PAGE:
A Year's Campaigning in India, from March, 1857 to March, 1858

A Year's Campaigning in India, from March, 1857 to March, 1858

Maj.-Gen. Julius George Medley


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In A Year’s Campaigning in India, which was first published in 1858, author Julius George Medley provides the reader with a vivid account of the events—and the distinguished part he took—in March 1857 through to March 1858 during the India Rebellion.

The rebellion began on 10 May 1857 in the form of a mutiny of sepoys of the Company's army in the garrison town of Meerut, 40 miles northeast of Delhi (now Old Delhi). It then erupted into other mutinies and civilian rebellions chiefly in the upper Gangetic plain and central India, though incidents of revolt also occurred farther north and east. The rebellion posed a considerable threat to British power in that region, and was contained only with the rebels' defeat in Gwalior on 20 June 1858.

Medley’s narrative focuses on the Bozdar Expedition in the Derajat Hills, in March 1857; the Siege and Capture of Delhi, in September 1857; Colonel Seaton’s Campaign in the Doab, in December, 1857; and the Siege and Capture of Lucknow, in March 1858.

An unmissable addition to complete any British Military History collection.


Maj.-Gen. Julius George Medley:
Julius George Medley, R.E. (1829-1884) was a British engineer with the Public Works Department. He performed military duty and served in the field in the East for 35 years.

He was born on July 19, 1829 and gazetted in 1847. He arrived in India in 1849 and joined the Public Works Department as Assistant Engineer in 1850. He served as Consulting Engineer for Railways at Lahore, the Punjab Northern Railway and was instrumental in pushing on other railway construction in India.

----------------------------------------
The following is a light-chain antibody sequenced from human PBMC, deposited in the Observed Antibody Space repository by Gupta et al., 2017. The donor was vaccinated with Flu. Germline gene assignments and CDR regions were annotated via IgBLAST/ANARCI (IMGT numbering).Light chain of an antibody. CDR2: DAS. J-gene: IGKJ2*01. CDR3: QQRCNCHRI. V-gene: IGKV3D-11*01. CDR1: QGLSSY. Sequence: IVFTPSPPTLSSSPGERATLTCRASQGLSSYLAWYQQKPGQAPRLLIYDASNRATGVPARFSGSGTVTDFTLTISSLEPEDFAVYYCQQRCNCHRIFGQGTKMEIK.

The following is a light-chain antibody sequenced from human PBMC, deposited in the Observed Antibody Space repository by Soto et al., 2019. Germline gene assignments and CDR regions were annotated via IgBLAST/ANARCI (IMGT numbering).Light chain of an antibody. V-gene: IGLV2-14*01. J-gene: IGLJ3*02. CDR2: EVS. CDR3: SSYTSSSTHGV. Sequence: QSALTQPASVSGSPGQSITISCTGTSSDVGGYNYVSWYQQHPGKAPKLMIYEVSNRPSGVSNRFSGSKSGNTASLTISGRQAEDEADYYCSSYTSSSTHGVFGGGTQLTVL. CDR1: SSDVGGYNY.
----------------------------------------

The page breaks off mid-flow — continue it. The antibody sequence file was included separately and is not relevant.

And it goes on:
As Field Engineer, he served with the force under Brigadier Chamberlain against the Bozdars, on the lower Derajat frontiers, in 1857. Early in 1858 he joined Outram, and acted as directing Field-Engineer with the army under the Commander-in-Chief during the final siege of Lucknow. After the capture, Medley was appointed Garrison-Engineer. He was quickly promoted to Captain and then Brevet-Major. He attained full rank of Colonel in 1881, and that of Major-General in 1884.

Medley held various important civil appointments, including Deputy Consulting Engineer for Railways at Lahore in 1858-1860, followed by Principal of the Civil Engineering College, Calcutta, and then Under-Secretary to Government in the Public Works Department.

At the close of the war, although control of the two State lines was transferred to the Director-General of Railways, Medley continued to exercise control over upwards of 2000 miles of railway and witnessed an extension of the lines of Northern India at a rate of 200 miles a year.

He was working at Port Said, on board the P. & O. steamer Ravenna, homeward bound, when he died suddenly on August 28, 1884, aged just 55.